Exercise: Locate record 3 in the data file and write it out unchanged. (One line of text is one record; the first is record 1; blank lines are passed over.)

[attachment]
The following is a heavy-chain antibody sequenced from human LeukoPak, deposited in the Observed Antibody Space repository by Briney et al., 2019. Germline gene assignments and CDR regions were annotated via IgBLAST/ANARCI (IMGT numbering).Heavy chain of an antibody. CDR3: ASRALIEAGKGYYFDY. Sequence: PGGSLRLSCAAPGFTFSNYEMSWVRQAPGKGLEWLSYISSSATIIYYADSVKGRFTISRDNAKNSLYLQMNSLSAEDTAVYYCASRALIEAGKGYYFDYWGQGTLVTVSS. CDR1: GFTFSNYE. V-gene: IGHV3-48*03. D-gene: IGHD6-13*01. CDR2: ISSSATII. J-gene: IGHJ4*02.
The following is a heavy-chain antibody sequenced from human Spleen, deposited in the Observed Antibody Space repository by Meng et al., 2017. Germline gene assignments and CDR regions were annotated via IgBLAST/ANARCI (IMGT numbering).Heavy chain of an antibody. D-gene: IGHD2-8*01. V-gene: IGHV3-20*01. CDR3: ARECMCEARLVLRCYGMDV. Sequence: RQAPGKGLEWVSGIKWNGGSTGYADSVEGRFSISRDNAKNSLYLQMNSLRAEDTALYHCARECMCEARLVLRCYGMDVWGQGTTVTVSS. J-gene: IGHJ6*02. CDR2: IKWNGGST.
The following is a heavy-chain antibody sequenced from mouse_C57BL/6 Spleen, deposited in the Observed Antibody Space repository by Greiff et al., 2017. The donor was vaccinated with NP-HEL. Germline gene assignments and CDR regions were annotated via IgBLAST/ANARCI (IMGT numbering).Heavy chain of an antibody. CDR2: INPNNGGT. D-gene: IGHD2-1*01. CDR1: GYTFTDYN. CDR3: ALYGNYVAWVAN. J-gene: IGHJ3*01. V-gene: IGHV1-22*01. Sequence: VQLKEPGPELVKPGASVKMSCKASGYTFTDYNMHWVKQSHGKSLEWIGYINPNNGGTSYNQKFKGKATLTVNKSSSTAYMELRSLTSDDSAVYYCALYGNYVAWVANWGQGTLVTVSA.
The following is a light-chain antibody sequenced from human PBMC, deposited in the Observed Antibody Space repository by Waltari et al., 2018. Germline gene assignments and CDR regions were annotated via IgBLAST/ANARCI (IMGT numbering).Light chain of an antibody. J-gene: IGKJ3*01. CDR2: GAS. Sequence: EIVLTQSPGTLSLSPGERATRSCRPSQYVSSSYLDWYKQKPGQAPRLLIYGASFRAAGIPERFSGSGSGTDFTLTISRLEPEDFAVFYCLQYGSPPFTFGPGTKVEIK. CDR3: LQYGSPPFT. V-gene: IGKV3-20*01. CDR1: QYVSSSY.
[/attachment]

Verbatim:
The following is a heavy-chain antibody sequenced from mouse_C57BL/6 Spleen, deposited in the Observed Antibody Space repository by Greiff et al., 2017. The donor was vaccinated with NP-HEL. Germline gene assignments and CDR regions were annotated via IgBLAST/ANARCI (IMGT numbering).Heavy chain of an antibody. CDR2: INPNNGGT. D-gene: IGHD2-1*01. CDR1: GYTFTDYN. CDR3: ALYGNYVAWVAN. J-gene: IGHJ3*01. V-gene: IGHV1-22*01. Sequence: VQLKEPGPELVKPGASVKMSCKASGYTFTDYNMHWVKQSHGKSLEWIGYINPNNGGTSYNQKFKGKATLTVNKSSSTAYMELRSLTSDDSAVYYCALYGNYVAWVANWGQGTLVTVSA.